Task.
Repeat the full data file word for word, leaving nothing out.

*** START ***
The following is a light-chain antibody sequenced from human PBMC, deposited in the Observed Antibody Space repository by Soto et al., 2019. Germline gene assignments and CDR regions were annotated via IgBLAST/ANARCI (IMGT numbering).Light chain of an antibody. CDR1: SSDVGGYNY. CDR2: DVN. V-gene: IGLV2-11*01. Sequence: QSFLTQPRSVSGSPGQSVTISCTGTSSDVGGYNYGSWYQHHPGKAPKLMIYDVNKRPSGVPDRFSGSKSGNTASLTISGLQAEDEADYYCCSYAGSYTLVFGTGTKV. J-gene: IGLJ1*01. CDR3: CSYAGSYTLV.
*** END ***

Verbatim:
The following is a light-chain antibody sequenced from human PBMC, deposited in the Observed Antibody Space repository by Soto et al., 2019. Germline gene assignments and CDR regions were annotated via IgBLAST/ANARCI (IMGT numbering).Light chain of an antibody. CDR1: SSDVGGYNY. CDR2: DVN. V-gene: IGLV2-11*01. Sequence: QSFLTQPRSVSGSPGQSVTISCTGTSSDVGGYNYGSWYQHHPGKAPKLMIYDVNKRPSGVPDRFSGSKSGNTASLTISGLQAEDEADYYCCSYAGSYTLVFGTGTKV. J-gene: IGLJ1*01. CDR3: CSYAGSYTLV.